Gameplay-wise this game has a lot to offer, especially if you are a completionist, you have a fairly substantial world to explore, a large number of quests to complete, the wonderful distraction that is customisation, of both your home(s) and your character, secrets to uncover, and twelve different jobs to master. These jobs can be divided in to three different categories, combat, gathering, and crafting, each with their own different skills and gameplay elements, and while you can switch jobs whenever you like, I would definitely recommend starting with a combat or gathering based job, instead of a crafting one, unless of course you have lots of people available for multiplayer, as getting the necessary items, for crafting, will be quite irritating and costly initially, making it difficult to improve your rank.

The combat in this game is pretty simple, press “A” to attack which whatever weapon you have equipped, and run around to dodge enemy attacks, with different weapons and jobs adding other options, such as equipping a shield, or using a special attack. It’s nothing unusual, and it works well, particularly in multiplayer, furthermore each action has a skill level, and the more you do something the better your character becomes at it. Overall combat is fun and intuitive, though perhaps a little easy.


It’s a Nobuo Uematsu soundtrack, need I say more? If I do then, it’s a fantastic soundtrack, with a good range of tunes, appropriate for the setting and themes in game, and contributing well to building the lighthearted atmosphere of the game. Perhaps not one of his strongest soundtracks, though that could be due to my continued playing of Theatrhythm creating an unfair comparison, but still one that is far above the average, but again it’s Nobou Uematsu, need I say more?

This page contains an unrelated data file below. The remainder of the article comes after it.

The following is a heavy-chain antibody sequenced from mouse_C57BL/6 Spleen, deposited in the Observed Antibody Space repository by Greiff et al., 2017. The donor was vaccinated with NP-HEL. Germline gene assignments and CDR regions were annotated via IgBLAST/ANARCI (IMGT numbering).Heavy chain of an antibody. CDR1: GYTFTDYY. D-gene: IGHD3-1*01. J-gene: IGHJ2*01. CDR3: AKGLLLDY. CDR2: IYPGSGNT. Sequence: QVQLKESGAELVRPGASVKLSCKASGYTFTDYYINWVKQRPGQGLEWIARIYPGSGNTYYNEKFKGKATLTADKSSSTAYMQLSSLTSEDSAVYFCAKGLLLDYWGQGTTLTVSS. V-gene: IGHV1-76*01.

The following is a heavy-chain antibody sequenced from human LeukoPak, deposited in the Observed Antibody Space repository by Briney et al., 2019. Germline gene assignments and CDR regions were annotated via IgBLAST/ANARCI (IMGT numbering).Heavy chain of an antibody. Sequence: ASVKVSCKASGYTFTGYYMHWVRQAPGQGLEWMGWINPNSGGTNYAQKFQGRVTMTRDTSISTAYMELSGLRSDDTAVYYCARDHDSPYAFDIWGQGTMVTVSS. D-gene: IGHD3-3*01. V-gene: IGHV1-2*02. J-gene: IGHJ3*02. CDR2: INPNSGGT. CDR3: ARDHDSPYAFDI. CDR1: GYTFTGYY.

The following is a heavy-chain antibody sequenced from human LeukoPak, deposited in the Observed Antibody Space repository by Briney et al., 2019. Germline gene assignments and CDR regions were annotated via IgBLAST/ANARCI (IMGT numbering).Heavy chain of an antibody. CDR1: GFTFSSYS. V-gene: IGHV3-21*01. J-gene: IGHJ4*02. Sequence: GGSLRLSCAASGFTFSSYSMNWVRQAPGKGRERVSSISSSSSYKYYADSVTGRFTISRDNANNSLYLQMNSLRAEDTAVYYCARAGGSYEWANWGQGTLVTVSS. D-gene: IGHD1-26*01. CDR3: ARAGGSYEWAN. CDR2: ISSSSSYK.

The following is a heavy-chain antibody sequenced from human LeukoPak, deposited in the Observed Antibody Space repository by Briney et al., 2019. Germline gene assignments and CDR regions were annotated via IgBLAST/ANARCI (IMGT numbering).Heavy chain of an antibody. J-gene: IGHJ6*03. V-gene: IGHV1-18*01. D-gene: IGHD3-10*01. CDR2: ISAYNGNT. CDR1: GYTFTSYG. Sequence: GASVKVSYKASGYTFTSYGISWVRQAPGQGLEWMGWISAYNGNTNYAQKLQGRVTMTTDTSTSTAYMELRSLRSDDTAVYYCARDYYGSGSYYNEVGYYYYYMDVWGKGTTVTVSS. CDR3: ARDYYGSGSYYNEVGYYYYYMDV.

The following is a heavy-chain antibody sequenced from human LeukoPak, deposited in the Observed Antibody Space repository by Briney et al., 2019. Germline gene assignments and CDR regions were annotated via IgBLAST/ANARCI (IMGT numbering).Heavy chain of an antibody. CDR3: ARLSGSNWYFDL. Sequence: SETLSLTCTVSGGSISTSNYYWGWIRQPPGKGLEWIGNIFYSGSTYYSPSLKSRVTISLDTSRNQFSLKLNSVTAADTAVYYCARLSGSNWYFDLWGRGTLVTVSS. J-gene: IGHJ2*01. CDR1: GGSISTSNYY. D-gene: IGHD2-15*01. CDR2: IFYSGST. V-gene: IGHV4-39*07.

Graphically this game shines, true there are games out there that are prettier, but this often seems to come at some form of cost, like the severely limited towns in Bravely Default, whereas Fantasy Life has consistent quality across all areas, and uses colours well to create a detailed, vibrant, and sometimes quite beautiful world to explore. Furthermore the character designs are downright cute, and there is a huge range of character customisation available, I’ve streetpassed more than fifteen people with this game and I’ve yet to come across any characters that look the same.


Fantasy Life is an excellent game and one I would recommend that almost anyone should give it a try, regardless of their interest or experience with jrpgs, it has a lot to offer in terms of gameplay, as well as a fun story, all of which is extremely well presented both visually and aurally. Also you can have pets and take them on quests with you, and who wouldn’t want to go adventuring with their cats?